Following, rather sharpish, on the heels of last weeks impromptu covering the easy manipulation of “evangelical elites” by the government. I new wish to rise to the occasion and encourage charity or at the least call for the majors to stay the majors and the minors the minors. Tim Keller has managed to be at the center of both the Rona drama and a new discernment blogger/podcaster hissy fit. One of these issues is serious and the other is a side show of a side show. And the problem is not even that Keller may have been wrong, it is how overly serious something so mild is being taken.
I Tell You a Story
The background to this storm in a teacup is that Tim Keller put out a tweet linking to a clip from Stephen Colbert’s Late Show. In it Colbert is asked about how much his catholic faith influences his comedy. Colbert gave a slightly above mediocre answer that, considering his past few years of material, was one of his clearer statements about what he believes, vis a vis the church in Rome. Obviously there are gnats to be strained, but they are not necessary. Keller called the clip “a brilliant example of how to be a Christian in the public square…” He added a few other things, and has since followed it up with a thread addressing the fit hitting the shan.
Keller is Keller
All of it is classic Keller, and should be expected. And that is my point, just a few years ago everyone and their mom, in emerging/emergent/young restless and reformed circles loved this kind of thing. Nothing about what Keller tweeted diverges from any of his writing on contextualization, evangelizing cities because culture is down stream, presenting a thoughtful and attractive gospel, etc. The only thing that has changed is his audience. Sadly for Tim, he lives in a world that has passed him by, and is eager to remind him of it. Ten years ago if Colbert did that, and Tim tweeted it, he would have been applauded and his guru glow would have increased. And bear in mind the point of this exercise is not to criticize Keller, it is to call us to kindness.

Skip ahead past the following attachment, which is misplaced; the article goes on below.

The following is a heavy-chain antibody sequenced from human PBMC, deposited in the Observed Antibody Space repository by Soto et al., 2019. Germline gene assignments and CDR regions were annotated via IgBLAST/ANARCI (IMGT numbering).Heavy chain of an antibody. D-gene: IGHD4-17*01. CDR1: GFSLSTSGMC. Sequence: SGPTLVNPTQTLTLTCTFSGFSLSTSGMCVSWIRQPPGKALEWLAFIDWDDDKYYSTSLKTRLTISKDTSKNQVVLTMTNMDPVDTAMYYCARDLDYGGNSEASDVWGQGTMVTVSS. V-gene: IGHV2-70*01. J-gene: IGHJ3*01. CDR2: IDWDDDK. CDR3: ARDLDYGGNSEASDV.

In the years since Center Church was published and Keller has had many pony rides around the conference circuit, many things have happened. Not leas among them his theories were tried. And as it turns out, the result was a mixed bag. One of the unforeseen (though we probably should have seen it coming) was the creation of a new evangelical elite, of which Keller is a member. Like those who came before it, see the Moral Majority, there came a pretty standard fascination with celebrity, or accolades from the Poobah’s in charge, and if criticized the easy response was that you were against being missional, incarnational, winsome, all things to all men, gracious or you were just an old school legalist. Like those who came before them the slightest nod in our direction was met with ecstatic rejoicing, like a real advance had been made. And not surprisingly for all of the talk of influence, no real influence was had. Keller may have prayed with George Bush, but Rick Warren did with Obama, and Joyce Meyer did with Trump, and I don’t think those were anything to be proud of.